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VA PTSD: Brain Linked to PTSD

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San Francisco, CAA recent study conducted by the VA concerning VA PTSD (post traumatic stress disorder) suggests that the brain might be linked to development of or recovery from combat PTSD. The study, conducted by researchers at the San Francisco VA Medical Center and the University of California, San Francisco, found that a specific area of the brain was smaller in veterans who had not recovered from combat PTSD than in veterans who had recovered from their combat stress.

Researchers found that the hippocampus in veterans who had not recovered from their PTSD was on average six percent smaller than in veterans who had recovered. The study involved veterans of the 1990–1991 Gulf War. Of those, 41 currently have PTSD and 41 had recovered from their PTSD. An MRI was used to measure the volumes of the veterans' brains.

Researchers are not sure, however, whether the patient's hippocampus—the part of the brain associated with new memories, emotion, spatial orientation and stress—gets smaller when patients have PTSD and returns to normal size when patients recover, or if patients with a smaller hippocampus to begin with are less likely to recover from their PTSD.

The research was published in the March 15, 2011 issue of Biological Psychiatry and was announced by the University of California, San Francisco. Researchers noted, however, that the subjects' brain volumes were only measured once so there is no conclusive result to the study.

Meanwhile, a therapist in Maryland has complained that the VA has not paid her for psychological counseling services for two months and was behind on payments since the summer of 2010. The psychologist, as quoted by SoMD News, says bureaucracy prevents veterans from receiving access to mental health services, putting veterans with psychological issues at risk of suicide.

One patient, who served in Iraq during 2003 and 2004, said it took several months to obtain disabled status from the VA after PTSD-related anxiety resulted in him losing his job. According to the SoMD News article, the patient was rejected twice for his disability claims before he went to Washington for approval.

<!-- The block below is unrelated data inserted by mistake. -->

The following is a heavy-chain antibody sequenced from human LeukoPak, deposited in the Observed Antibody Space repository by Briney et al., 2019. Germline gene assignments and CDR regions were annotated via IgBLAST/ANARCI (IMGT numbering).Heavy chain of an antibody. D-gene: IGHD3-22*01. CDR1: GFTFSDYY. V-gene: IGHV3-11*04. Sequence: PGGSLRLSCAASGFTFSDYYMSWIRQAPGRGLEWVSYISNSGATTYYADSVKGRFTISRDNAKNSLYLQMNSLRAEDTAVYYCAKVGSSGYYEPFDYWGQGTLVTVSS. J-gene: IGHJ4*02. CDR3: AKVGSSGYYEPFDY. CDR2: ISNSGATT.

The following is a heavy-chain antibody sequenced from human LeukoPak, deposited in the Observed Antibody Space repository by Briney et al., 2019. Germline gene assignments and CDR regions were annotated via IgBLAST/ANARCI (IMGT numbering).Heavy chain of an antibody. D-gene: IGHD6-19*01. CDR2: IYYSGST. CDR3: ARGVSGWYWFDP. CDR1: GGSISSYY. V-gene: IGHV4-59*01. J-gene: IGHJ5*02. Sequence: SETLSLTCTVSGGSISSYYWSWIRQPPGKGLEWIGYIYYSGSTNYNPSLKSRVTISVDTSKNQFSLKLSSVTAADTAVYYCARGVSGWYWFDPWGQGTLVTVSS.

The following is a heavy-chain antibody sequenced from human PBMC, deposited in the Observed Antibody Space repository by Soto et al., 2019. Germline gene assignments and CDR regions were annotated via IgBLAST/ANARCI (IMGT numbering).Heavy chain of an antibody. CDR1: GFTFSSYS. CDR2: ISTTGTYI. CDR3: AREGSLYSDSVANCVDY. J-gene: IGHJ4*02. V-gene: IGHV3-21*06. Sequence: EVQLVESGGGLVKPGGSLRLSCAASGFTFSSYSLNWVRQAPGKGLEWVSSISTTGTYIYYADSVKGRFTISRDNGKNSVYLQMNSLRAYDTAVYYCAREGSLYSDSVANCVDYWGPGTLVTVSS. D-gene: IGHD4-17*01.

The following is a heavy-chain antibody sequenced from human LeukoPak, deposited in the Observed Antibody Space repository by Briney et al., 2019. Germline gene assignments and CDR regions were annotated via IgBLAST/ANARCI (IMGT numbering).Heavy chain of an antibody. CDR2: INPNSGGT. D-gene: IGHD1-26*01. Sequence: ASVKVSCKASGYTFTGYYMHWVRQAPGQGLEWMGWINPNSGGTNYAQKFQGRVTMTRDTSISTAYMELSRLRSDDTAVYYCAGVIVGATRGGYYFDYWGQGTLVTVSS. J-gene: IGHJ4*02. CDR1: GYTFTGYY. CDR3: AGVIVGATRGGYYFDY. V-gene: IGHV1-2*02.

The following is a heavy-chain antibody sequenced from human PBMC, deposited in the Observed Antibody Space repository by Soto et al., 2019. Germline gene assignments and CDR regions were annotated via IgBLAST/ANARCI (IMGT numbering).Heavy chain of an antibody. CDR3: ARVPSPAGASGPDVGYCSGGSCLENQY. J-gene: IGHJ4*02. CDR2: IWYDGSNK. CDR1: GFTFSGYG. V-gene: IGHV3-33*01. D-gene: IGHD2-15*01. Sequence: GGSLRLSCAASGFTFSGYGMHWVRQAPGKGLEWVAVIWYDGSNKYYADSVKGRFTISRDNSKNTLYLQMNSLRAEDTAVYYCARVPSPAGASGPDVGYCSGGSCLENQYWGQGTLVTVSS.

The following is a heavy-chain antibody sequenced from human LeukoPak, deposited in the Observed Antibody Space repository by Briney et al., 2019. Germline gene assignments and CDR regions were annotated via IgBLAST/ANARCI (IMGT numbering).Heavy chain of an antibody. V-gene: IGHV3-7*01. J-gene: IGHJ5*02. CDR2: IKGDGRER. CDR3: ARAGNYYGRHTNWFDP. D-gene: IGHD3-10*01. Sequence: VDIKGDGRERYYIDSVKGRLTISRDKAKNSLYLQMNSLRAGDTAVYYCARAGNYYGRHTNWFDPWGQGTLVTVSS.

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On 08/27/2010 I entered the V.AMC (Mountain Home Tn.) to have a large colon removed, I was discharged: On 09/02/2010: to have leak in the colon repaired, and dis-charged 09/21/2010: On 09/23/2010 I had kidney failure
and returned to V.AMC (Mountain Home Tn). On 09/27/2010 was discharged: On 10/04/2010: I re-entered V.AMC (Mountain Home Tn) on October 4th, 2010 with a second kidney failure and discharged again 10/12/2010: I never received any physical thepy. I am now crippled, can only stand for a short period of time, and cannot walk!!! 11 Months after the surgery, V.AMC (Mountain Home, Tn): decided that I needed some mechanical devised, so I can use the tiolet, put on socks, a devise to help me in and out of bed; when I asked for some type of motorized wheel chair, "I was told no, because my brain was smaller than others at my age: They did a MRI, and found my brain was smaller had and that was a sign of dementia; according to Neurologist Stephen M. Kimbrough M.D. @ V.AMC (Mountain Home, Tn):
My wife knew I was Viet-nam, and that I had PTSD, because she told me I acted out in the V.AMC (Mountain Home, Tn) facility as though I was back in Vietnam; I was rude to the nurses and they had to stand at attention to talk with me, plus according to my wife, I had to be given a plastic tube to feel that I had my rife in hand. For some 45 yrs Im have dealt with PTSD, not any of good at all; with nightmare after nightmare, sleeping for for few hours. I wake up screaming at the top of lungs and crying at the same time ot control anything when that happens.
So yes I know the story, and this article is going to help me greatly, and many others who suffer as I do with PTSD, because we are misunderstood on all fronts.
However, I am concerned as to why Eric Ken Shinseki (Inspector General of Veteran Affairs) In Washington D.C. has not made this study available to all V.A. Facility. Or does the Inspector General of Veteran Affairs, want to hide this?


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